The Emerging Grassroots Labor Anti-Zionist Struggle


By Gerry Scoppettuolo

On February 16 seven U.S. International Unions announced the formation of the National Network for a Ceasefire in Palestine (

Most of these internationals had signed the earlier labor call issued by the United Electrical Workers (UE) on October 24. The growth and development of this movement has been steady and reflects the mood of the United States generally as well as the countless rallies, pickets, petitions, sit-ins and blockades that have swept the country in the past five months. The new labor network has the single demand for a ceasefire but, unlike UE, does not mention the urgent call for solidarity from Palestinian unions, which demanded far more than a ceasefire.

The Palestinian unions called on trade unions in relevant industries:

  1. To refuse to build weapons destined for Israel.
  2. To refuse to transport weapons to Israel.
  3. To pass motions in their trade union to this effect.
  4. To take action against complicit companies involved in implementing Israel’s brutal and illegal siege, especially if they have contracts with your institution.
  5. Pressure governments to stop all military trade with Israel, and in the case of the US, to stop funding to it.

Pushed from below, the national AFL-CIO waited until February 8 to finally issue a call for a ceasefire in a brief 50-word press release which now, however, cannot be found on its website. Before the AFL-CIO yielded and joined the ever growing chorus from member locals, it had demanded that some of the five  Central Labor Councils that had endorsed the UE statement retract those endorsements.

They refused.

Seeing the futility of censuring an entire movement from below, the AFL-CIO finally issued its February 8th call for a ceasefire. This established, at least for the time being, a de facto ceiling on future demands embraced by the new labor ceasefire network and its nine internationals. Implicit in that network’s February 22 webinar was a tacit endorsement of Joe Biden and the Democratic Party’s November election hopes. Whether it is Netanyahu or Biden whose political future is more in peril is anyone’s guess.

However, the newly launched Labor for Palestine National Network  is continuing to bring together many local union efforts to fight for the Palestinian Unions’ demands. New groups are joining this effort at a quickening rate, conforming to the trajectory of this movement since last October. Many international unions have rank and file caucuses that are demanding an end to military funding to Israel. This renewed grassroots movement represents a political challenge not only to Biden and the Democratic Party  but to the AFL-CIO’s historic international opposition to liberation movements abroad and their disdain and opposition to labor unions like the Palestinian Confederation of Labor.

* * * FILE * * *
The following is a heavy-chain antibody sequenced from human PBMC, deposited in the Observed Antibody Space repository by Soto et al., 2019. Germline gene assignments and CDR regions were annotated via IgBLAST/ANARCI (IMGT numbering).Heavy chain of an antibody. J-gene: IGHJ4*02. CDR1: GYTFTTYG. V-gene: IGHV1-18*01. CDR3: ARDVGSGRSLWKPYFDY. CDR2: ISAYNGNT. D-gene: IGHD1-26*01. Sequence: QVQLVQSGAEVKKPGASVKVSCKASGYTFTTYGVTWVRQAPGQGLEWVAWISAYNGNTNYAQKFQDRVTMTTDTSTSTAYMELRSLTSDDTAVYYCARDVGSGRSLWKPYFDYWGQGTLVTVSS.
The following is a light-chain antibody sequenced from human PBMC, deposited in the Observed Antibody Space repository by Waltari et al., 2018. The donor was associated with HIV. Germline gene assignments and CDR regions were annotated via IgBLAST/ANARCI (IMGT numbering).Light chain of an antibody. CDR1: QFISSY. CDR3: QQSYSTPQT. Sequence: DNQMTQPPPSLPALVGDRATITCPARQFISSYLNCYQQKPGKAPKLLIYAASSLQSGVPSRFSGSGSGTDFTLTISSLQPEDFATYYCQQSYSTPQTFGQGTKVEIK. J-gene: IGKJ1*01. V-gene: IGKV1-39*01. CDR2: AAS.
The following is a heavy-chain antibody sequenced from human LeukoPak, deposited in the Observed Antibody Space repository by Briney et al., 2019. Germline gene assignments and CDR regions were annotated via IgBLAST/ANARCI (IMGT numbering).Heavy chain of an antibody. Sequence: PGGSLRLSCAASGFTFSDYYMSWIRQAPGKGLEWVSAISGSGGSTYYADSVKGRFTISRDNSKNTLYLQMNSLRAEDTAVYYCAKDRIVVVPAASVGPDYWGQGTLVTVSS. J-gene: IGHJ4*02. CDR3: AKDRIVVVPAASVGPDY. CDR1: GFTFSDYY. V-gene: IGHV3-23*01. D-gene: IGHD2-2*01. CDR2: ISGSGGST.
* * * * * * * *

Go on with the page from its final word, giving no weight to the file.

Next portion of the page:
The “official” AFL-CIO supported ceasefire labor network may yet adopt stronger demands under pressure from its rank and file. The last such upheaval in the labor bureaucracy happened in the 1980’s when the Amalgamated Clothing Workers, under the leadership of Jack Sheinkman, recruited a majority of AFL-CIO internationals to oppose the leadership of the AFL-CIO’s then president, Lane Kirkland, a staunch supporter of the Reagan/Kissinger fascist death squads in El Salvador and the contras in Nicaragua. The National Labor Committee Against U.S. Intervention in El Salvador, the NLC, sent its own investigators to El Salvador to document the many corpses of trade union leaders murdered by the National Police. The American Federation of Government Employees (AFGE) gave an office in its Washington D.C. headquarters to Fenestras, El Salvador’s central labor body, in exile. This kind of solidarity was standard practice for the NLC,

 Among other campaigns, the NLC mounted particularly important ones in defense of leaders of unions representing teachers (the National Association of Salvadoran Teachers, or ANDES) and telecommunications workers (the Salvadoran Telecommunications Workers Association, or ASTTEL), unions that the AFL-CIO did not support. Given the brutality of the repression in El Salvador, at times the NLC could not defend but only try to locate the bodies of “disappeared ” trade union and peasant leaders. Some of the ten trips that the NLC’s Dave Dyson made to El Salvador in the 1980s had that purpose, as he painfully recalled: “In the early days when I was down there I used to go out to the dump, I did that twice, and tried to look for people that we knew. It is just [pause] I was never the same after I did that. I visited the morgue once too, looking for people”  – Unions and Cold War Foreign Policy in the 1980s: The National Labor Committee, the AFL-CIO, and Central America, Andrew Battista, Source: Diplomatic History , Summer 2002, Vol. 26, No. 3 (Summer 2002), pp. 419-451 Published by: Oxford University Press.

The Central America solidarity movement then, clearly resembles the anti-Zionist grassroots of  upsurge now in its popular power and its youthfulness. That movement was ignited by the horror of the rape and murder of four Catholic nuns by National Police of El Salvador, followed by the public assassination of Cardinal Oscar Romero while he was saying outdoor Mass in San Salvador. Both of these movements, then as well as now, complement each other and overlap. In the 1987 Iran Contra Affair, which became the biggest challenge ever to the Reagan Presidency, represented the zenith of the earlier movement, although generally unacknowledged by the bourgeois press.

The militancy of the present anti-Zionist struggle and the outcome of the current crisis cannot be predicted. However the mass character of the current  intervention – especially its class component – strongly suggests that a new battle has been joined and will have a long lasting effect.

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